Izzy was 21 months old. It was May 16, 2004, a Sunday evening. We had been to church (morning and evening) stopped at the store for a few things, came home to read the Sunday paper and watch Extreme Home Makeover… My son Bailey who was 10 at the time was going outside (the side deck which is away from the pool) to lift weights for fun. Izzy was his constant shadow and he called to tell me Izzy was with him… to which I replied, “okay, but watch her!” I have to pause here to say that Isabelle was terrified of the pool. She even hated taking baths. I had just put her in the pool with Matt a few days before this and she screamed so I took her out immediately. I guess my point is she was afraid of the water and I felt like she would never get into it alone. I was wrong. Isabelle wondered away in a blink and got into the pool. I have replayed this a million times in my mind, the what if’s … what if I had said, “no, she needs to stay in the house.” what if I would have glanced outside and noticed she was headed in the direction of the pool… etc. What did happen was I had a weird thought, “isabelle… pool” came into my mind which was odd for the reasons I stated. Amanda was walking by and I asked her to make sure Izzy was still with Bailey (just to be sure), she came right back and said, “Bailey is still on the deck.” What about Isabelle? She went back out and before I could get there I heard screaming. Bailey pulled Izzy out of the pool and held her upside down. Matt came second and started giving her breaths. What seemed like hours was only a few seconds and the image I saw was a lifeless blue baby. It was the worst thing I have ever seen in my life and I prayed for a year for God to take that image out of my mind. I still get shaky thinking about it. I called 911, and took over cpr while Matt talked to the person on the phone until the ambulance arrived. I did cpr until a emt took her from my arms. After that I laid on the ground begging God to spare my baby. They worked on her for about 20 minutes in the ambulance. I wasn’t allowed near. I sat with the kids and we prayed for her … We were finally told they were heading to the ER. When we followed, we didn’t know walking in whether or not she was alive. We went into the family room and were told they had gotten a pulse but were still working on her. Before five minutes passed there were so many people there we had filled the family room and the hall of the er. They then took her to the Children’s Hospital by medivac. We followed again and were told that Izzy would probably not survive the night. The rest of the story would take a week to write, but she is alive… it will be three years in May! She is healthy and making progress and we have learned so much about our faith and about God. We believe that she will be completely restored.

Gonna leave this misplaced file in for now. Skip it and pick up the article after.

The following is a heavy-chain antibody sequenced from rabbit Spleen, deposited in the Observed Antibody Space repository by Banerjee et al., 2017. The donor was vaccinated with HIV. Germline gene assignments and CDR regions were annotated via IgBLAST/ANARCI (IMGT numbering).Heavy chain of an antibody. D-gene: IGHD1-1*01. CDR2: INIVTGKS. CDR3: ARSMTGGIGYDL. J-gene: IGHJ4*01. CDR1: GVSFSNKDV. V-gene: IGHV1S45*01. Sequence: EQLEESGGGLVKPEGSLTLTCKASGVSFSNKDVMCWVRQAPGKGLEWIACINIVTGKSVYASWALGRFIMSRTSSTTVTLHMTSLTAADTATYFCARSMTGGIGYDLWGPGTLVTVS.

A while after her accident I joined an online support group for parent’s of near drownings. I have come to learn that this happens far too often especially to children around 2 years old. I feel compelled to plead you to treat any open water as if it were a loaded gun. It is so dangerous for toddlers because they don’t have the rational to know the danger involved and it happens so quickly. I have read parents stories of babysitters, grandparents, birthday parties, koi ponds, retention ponds, it happens everywhere in every way! You cannot be too careful.
- In 2000, there were 3,482 unintentional drownings inthe United States, an average of nine people per day.(U.S. Centers for Disease Control and Prevention)
- It is estimated that for each drowning death, there are 1 to 4 nonfatal submersions serious enough to result in hospitalization. Children who still require cardiopulmonary resuscitation (CPR) at the time they arrive at the emergency department have a poor prognosis, with at least half of survivors suffering significant neurologic impairment. (American Academy of Pediatrics)
- Drowning is the second-leading cause of injury-related death among children under the age of 15. (U.S.Centers for Disease Control and Prevention)
- 19% of drowning deaths involving children occur in public pools with
certified lifeguards present.(Drowning Prevention Foundation)
- A swimming pool is 14 times more likely than a motor vehicle to be involved
in the death of a child age 4 and under. (Orange County California Fire
- Children under five and adolescents between the ages of 15-24 have the highest drowning rates. (U.S.Centers for Disease Control and Prevention)
- An estimated 5,000 children ages 14 and under are hospitalized due to
unintentional drowning-related incidents each year; 15 percent die in the hospital and as many as 20 percent suffer severe, permanent neurological disability. (National Safety Council)Of all preschoolers who drown, 70 percent are in the care of one or both parents at the time of the drowning and 75 percent are missing from sight for five minutes or less. (Orange County, CA, Fire Authority)
The majority of children who survive (92 percent) are discovered within two minutes following submersion,and most children who die (86 percent) are found after10 minutes. Nearly all who require cardiopulmonary resuscitation (CPR) die or are left with severe braininjury. (National Safe Kids Campaign)